Sunday, November 7, 2010

"Beth Cooper" fun at first, then blows it

I Love You, Beth Cooper (2009) 
102 min., rated PG-13.
Grade: C 

Blatantly in the same vein as the John Hughes movies of the 1980s, particularly "Sixteen Candles," "I Love You, Beth Cooper" starts out as an amusing, biting high school movie. The key word here is "starts."

Paul Rust (member of the Patrick Dempsey and Sean Penn Schnoz Club, back in their Ronald Miller and Spicoli days) plays socially awkward valedictorian Denis Cooverman who proclaims the title declaration to the object of his affection in front of the whole school at Buffalo Glenn High School's graduation ceremony. Beth Cooper (Hayden Panettiere), a wildly irresponsible but hot honey-blonde cheerleader, tells Denis he embarrassed her but will spare him, unlike her coke-addicted Army-brat boyfriend Kevin (Shawn Roberts). So “The Trinity”—Beth and her two loopy, promiscuous but nameless girlfriends (Lauren Storm, Lauren London)—show up at Denis' house, expecting a wild party and booze galore, and give Denis and his best friend (Jack Carpenter) a night-to-remember crash course in what they've missing out on in their teen years. 

There's illegal attainment of booze, beyond-reckless driving, cow-tipping, breaking into school for a little hanky-panky in the showers, and more where that came from. Known for slapstick and schmaltz, Chris Columbus directs with less heavy-handedness than usually typified in his films, but his tone is wildly uncertain. Gags involving erections, wine corks, and Denis' numerous bully beatings (including being hit by Beth's car) fall as flat as a skunked case of beer, and just a thought, but are frenzied raccoons really that funny anymore (first "Harold & Kumar," then "RV," now this)?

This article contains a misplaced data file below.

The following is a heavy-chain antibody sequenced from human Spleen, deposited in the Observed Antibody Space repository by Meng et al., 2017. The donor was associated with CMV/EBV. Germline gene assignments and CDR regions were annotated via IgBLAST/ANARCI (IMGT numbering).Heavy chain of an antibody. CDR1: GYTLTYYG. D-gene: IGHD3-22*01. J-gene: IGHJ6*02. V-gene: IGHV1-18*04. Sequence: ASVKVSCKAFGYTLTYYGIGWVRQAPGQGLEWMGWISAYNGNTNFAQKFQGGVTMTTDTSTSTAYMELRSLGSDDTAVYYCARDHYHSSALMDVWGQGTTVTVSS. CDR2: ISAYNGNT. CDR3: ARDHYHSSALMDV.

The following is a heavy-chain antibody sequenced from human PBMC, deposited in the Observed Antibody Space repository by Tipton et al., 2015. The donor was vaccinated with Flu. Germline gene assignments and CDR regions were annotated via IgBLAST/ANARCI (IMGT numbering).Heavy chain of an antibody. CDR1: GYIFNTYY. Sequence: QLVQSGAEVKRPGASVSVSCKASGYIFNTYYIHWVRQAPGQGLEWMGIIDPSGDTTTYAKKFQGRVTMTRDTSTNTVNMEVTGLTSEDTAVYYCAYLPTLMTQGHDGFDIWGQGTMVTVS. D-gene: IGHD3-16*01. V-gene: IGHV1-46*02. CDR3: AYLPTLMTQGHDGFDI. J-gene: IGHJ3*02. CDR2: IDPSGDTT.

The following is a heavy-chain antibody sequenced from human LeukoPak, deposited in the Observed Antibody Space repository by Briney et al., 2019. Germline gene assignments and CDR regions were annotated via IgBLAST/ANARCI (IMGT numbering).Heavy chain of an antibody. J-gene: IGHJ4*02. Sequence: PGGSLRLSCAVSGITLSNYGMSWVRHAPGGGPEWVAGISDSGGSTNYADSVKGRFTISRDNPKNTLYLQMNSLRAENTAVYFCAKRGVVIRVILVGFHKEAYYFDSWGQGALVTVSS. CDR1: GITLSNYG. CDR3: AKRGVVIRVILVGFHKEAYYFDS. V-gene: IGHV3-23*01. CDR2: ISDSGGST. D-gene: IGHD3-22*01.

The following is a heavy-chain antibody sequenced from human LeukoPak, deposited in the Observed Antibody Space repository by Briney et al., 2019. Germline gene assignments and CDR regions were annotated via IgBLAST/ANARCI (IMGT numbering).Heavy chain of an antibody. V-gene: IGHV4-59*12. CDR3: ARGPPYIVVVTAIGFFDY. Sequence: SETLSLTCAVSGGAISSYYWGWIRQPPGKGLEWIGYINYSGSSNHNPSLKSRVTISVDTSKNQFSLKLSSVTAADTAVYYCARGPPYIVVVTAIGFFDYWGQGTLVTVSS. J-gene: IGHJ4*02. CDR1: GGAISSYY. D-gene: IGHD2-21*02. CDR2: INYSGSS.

Although author Larry Doyle adapted the script from his own book, some of the snappy writing, as well as emotion and character insight at the end, feel like throwaways. For instance, as Denis' 24-hour getaway with Beth nears its end, we learn that Beth can't really afford community college and that her brother died. Or, when one of the class bullies that Denis mentions in his grad speech was actually unloved/sexually abused as a child. Rust is perfectly fine and even endearing as nebbish Denis, considering he's 28 years old; Panettiere's initially vapid Beth Cooper shows that her character has more on her mind than sex; and their relationship turns into something kind of sweet. Carpenter is the film's standout as Denis' film-crazy best friend Rich Munsch, who can name the director, release date, and memorable quote of any film but holds doubts with his own sexuality. 

Other than that, no one in the film behaves much like a real person, even by the standards of John Hughesdom, especially Roberts' wound-up, microwave-throwing Kevin who's less preferable than Bill Paxton's macho Army brother from "Weird Science." Speaking of Hughes, Alan Ruck (Cameron from "Ferris Bueller's Day Off") has a nice throwback role as Denis' dad, who actually encourages his son to lose his virginity by telling him where he keeps the condoms. We've seen a lot of dumb, disposable teen comedies before, but "I Love You, Beth Cooper" is one that actually had potential and blew it.

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